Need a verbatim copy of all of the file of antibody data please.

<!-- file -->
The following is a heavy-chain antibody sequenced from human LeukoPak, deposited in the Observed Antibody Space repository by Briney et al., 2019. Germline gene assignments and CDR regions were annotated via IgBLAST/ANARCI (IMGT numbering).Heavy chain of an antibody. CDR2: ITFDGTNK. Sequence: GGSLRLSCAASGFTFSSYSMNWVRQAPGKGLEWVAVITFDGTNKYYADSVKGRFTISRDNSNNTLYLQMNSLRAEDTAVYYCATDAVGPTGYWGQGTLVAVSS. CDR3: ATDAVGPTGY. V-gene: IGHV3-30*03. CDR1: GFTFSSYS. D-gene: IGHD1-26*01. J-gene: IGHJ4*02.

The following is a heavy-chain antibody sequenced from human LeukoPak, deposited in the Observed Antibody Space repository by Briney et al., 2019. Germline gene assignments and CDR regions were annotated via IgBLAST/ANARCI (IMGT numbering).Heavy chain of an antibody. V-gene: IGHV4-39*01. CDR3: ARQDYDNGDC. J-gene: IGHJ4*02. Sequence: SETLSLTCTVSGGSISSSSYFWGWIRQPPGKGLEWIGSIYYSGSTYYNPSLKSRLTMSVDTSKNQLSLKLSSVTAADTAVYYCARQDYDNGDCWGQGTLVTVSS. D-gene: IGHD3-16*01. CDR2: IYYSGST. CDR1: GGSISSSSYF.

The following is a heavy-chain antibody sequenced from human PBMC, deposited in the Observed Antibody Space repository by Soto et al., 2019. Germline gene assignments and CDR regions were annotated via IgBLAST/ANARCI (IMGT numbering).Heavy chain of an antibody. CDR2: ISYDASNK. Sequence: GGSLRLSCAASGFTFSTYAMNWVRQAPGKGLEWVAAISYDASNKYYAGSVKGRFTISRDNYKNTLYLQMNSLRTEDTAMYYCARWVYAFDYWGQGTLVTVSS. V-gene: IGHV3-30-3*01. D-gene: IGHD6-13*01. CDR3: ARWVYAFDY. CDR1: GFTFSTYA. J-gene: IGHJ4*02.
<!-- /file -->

The following is a heavy-chain antibody sequenced from human LeukoPak, deposited in the Observed Antibody Space repository by Briney et al., 2019. Germline gene assignments and CDR regions were annotated via IgBLAST/ANARCI (IMGT numbering).Heavy chain of an antibody. CDR2: ITFDGTNK. Sequence: GGSLRLSCAASGFTFSSYSMNWVRQAPGKGLEWVAVITFDGTNKYYADSVKGRFTISRDNSNNTLYLQMNSLRAEDTAVYYCATDAVGPTGYWGQGTLVAVSS. CDR3: ATDAVGPTGY. V-gene: IGHV3-30*03. CDR1: GFTFSSYS. D-gene: IGHD1-26*01. J-gene: IGHJ4*02.

The following is a heavy-chain antibody sequenced from human LeukoPak, deposited in the Observed Antibody Space repository by Briney et al., 2019. Germline gene assignments and CDR regions were annotated via IgBLAST/ANARCI (IMGT numbering).Heavy chain of an antibody. V-gene: IGHV4-39*01. CDR3: ARQDYDNGDC. J-gene: IGHJ4*02. Sequence: SETLSLTCTVSGGSISSSSYFWGWIRQPPGKGLEWIGSIYYSGSTYYNPSLKSRLTMSVDTSKNQLSLKLSSVTAADTAVYYCARQDYDNGDCWGQGTLVTVSS. D-gene: IGHD3-16*01. CDR2: IYYSGST. CDR1: GGSISSSSYF.

The following is a heavy-chain antibody sequenced from human PBMC, deposited in the Observed Antibody Space repository by Soto et al., 2019. Germline gene assignments and CDR regions were annotated via IgBLAST/ANARCI (IMGT numbering).Heavy chain of an antibody. CDR2: ISYDASNK. Sequence: GGSLRLSCAASGFTFSTYAMNWVRQAPGKGLEWVAAISYDASNKYYAGSVKGRFTISRDNYKNTLYLQMNSLRTEDTAMYYCARWVYAFDYWGQGTLVTVSS. V-gene: IGHV3-30-3*01. D-gene: IGHD6-13*01. CDR3: ARWVYAFDY. CDR1: GFTFSTYA. J-gene: IGHJ4*02.